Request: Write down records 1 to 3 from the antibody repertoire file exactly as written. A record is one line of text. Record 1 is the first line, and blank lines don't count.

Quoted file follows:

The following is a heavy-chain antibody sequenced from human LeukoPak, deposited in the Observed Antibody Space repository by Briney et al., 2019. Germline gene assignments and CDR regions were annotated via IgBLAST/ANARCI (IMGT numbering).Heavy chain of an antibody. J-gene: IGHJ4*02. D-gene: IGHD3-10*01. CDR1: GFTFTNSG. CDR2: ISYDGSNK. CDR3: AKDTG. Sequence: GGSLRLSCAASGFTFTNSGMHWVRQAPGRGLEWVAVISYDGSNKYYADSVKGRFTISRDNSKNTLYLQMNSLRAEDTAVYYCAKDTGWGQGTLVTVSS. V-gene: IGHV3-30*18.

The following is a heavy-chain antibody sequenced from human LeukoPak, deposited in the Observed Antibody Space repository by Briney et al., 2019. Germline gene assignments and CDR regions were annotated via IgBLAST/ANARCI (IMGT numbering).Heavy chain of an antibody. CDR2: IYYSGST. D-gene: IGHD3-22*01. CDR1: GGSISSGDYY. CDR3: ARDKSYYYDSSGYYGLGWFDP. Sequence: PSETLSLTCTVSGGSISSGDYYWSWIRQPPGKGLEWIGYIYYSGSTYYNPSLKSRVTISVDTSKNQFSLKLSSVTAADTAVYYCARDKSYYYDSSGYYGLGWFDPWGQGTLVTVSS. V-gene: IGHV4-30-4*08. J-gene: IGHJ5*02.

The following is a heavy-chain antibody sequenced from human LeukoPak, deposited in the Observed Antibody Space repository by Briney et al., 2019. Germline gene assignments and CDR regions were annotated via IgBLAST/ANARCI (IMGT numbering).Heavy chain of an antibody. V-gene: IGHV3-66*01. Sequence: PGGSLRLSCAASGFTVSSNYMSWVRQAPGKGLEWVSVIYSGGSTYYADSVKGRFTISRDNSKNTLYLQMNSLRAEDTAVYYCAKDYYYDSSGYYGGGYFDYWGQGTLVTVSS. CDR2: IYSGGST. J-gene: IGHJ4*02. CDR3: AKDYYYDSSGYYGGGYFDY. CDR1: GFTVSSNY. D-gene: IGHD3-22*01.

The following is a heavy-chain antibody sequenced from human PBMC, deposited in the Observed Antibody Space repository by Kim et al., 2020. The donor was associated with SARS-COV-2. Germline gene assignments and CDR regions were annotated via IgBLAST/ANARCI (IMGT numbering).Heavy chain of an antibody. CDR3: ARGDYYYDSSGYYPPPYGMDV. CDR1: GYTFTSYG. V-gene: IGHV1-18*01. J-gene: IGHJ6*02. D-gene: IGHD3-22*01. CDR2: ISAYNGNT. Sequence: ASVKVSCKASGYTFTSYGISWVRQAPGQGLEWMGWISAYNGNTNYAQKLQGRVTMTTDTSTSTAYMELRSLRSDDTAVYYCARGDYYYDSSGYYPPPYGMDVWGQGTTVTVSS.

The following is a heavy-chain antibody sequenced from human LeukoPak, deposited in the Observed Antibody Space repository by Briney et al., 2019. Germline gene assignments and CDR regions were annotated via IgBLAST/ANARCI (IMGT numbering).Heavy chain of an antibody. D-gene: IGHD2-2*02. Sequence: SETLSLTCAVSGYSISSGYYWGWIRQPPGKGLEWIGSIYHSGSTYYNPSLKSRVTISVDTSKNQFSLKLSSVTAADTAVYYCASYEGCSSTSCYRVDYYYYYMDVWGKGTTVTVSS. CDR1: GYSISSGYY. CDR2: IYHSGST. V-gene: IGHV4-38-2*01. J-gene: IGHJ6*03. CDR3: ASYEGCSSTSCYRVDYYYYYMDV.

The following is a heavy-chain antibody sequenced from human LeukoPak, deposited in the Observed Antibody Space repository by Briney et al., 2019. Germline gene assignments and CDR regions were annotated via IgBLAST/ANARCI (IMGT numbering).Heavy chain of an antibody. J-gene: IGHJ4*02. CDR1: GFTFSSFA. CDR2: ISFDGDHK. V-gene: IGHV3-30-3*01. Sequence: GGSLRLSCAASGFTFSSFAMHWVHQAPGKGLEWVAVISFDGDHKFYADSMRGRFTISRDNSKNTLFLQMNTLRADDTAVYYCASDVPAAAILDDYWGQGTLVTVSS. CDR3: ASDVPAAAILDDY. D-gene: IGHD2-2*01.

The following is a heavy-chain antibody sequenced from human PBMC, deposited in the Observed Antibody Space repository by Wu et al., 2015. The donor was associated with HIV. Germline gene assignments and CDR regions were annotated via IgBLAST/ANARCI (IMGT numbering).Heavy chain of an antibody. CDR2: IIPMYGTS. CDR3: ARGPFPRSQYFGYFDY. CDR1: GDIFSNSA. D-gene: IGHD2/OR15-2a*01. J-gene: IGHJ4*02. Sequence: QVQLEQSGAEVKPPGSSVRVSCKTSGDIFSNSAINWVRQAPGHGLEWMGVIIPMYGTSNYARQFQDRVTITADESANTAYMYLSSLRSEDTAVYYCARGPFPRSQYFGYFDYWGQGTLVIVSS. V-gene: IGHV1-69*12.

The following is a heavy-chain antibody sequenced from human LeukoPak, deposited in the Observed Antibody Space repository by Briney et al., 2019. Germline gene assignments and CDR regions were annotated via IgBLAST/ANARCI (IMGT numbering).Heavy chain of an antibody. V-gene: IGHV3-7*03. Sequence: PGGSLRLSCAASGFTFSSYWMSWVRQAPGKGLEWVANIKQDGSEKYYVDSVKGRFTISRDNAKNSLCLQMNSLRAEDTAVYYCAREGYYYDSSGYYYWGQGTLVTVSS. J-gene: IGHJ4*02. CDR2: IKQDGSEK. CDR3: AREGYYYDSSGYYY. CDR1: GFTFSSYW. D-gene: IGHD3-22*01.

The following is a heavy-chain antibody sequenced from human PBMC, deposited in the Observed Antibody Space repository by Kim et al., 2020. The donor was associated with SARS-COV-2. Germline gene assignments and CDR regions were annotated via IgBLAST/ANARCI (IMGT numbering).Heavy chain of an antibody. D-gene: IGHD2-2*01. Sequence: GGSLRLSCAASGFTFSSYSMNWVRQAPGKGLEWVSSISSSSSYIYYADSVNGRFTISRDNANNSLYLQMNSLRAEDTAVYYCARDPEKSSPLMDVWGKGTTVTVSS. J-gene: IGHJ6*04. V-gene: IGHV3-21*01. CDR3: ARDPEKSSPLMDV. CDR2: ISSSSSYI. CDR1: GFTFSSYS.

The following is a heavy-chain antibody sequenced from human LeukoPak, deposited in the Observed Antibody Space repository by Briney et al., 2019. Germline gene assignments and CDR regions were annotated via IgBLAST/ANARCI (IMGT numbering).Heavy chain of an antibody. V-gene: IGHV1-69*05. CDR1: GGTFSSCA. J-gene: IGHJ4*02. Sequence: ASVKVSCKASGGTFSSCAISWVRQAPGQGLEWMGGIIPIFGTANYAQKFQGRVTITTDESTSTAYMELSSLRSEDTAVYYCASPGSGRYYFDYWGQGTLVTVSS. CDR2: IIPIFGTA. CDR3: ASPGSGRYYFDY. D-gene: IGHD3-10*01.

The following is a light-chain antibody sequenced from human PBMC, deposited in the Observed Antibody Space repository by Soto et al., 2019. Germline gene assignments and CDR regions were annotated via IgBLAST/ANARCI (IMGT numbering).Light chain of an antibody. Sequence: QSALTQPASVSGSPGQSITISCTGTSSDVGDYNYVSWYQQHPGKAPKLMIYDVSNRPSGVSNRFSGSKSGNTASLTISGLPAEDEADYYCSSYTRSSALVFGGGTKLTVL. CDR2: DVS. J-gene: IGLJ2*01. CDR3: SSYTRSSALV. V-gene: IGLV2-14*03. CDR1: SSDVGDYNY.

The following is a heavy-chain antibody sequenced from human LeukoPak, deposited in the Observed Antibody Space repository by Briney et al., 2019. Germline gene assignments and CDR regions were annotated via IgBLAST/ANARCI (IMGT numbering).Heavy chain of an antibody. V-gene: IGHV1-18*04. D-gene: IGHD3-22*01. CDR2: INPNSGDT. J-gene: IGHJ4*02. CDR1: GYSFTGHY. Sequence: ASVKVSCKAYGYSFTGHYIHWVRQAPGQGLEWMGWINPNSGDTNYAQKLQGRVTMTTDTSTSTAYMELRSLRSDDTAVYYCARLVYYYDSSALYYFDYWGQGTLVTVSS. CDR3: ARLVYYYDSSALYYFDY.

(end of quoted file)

The following is a heavy-chain antibody sequenced from human LeukoPak, deposited in the Observed Antibody Space repository by Briney et al., 2019. Germline gene assignments and CDR regions were annotated via IgBLAST/ANARCI (IMGT numbering).Heavy chain of an antibody. J-gene: IGHJ4*02. D-gene: IGHD3-10*01. CDR1: GFTFTNSG. CDR2: ISYDGSNK. CDR3: AKDTG. Sequence: GGSLRLSCAASGFTFTNSGMHWVRQAPGRGLEWVAVISYDGSNKYYADSVKGRFTISRDNSKNTLYLQMNSLRAEDTAVYYCAKDTGWGQGTLVTVSS. V-gene: IGHV3-30*18.

The following is a heavy-chain antibody sequenced from human LeukoPak, deposited in the Observed Antibody Space repository by Briney et al., 2019. Germline gene assignments and CDR regions were annotated via IgBLAST/ANARCI (IMGT numbering).Heavy chain of an antibody. CDR2: IYYSGST. D-gene: IGHD3-22*01. CDR1: GGSISSGDYY. CDR3: ARDKSYYYDSSGYYGLGWFDP. Sequence: PSETLSLTCTVSGGSISSGDYYWSWIRQPPGKGLEWIGYIYYSGSTYYNPSLKSRVTISVDTSKNQFSLKLSSVTAADTAVYYCARDKSYYYDSSGYYGLGWFDPWGQGTLVTVSS. V-gene: IGHV4-30-4*08. J-gene: IGHJ5*02.

The following is a heavy-chain antibody sequenced from human LeukoPak, deposited in the Observed Antibody Space repository by Briney et al., 2019. Germline gene assignments and CDR regions were annotated via IgBLAST/ANARCI (IMGT numbering).Heavy chain of an antibody. V-gene: IGHV3-66*01. Sequence: PGGSLRLSCAASGFTVSSNYMSWVRQAPGKGLEWVSVIYSGGSTYYADSVKGRFTISRDNSKNTLYLQMNSLRAEDTAVYYCAKDYYYDSSGYYGGGYFDYWGQGTLVTVSS. CDR2: IYSGGST. J-gene: IGHJ4*02. CDR3: AKDYYYDSSGYYGGGYFDY. CDR1: GFTVSSNY. D-gene: IGHD3-22*01.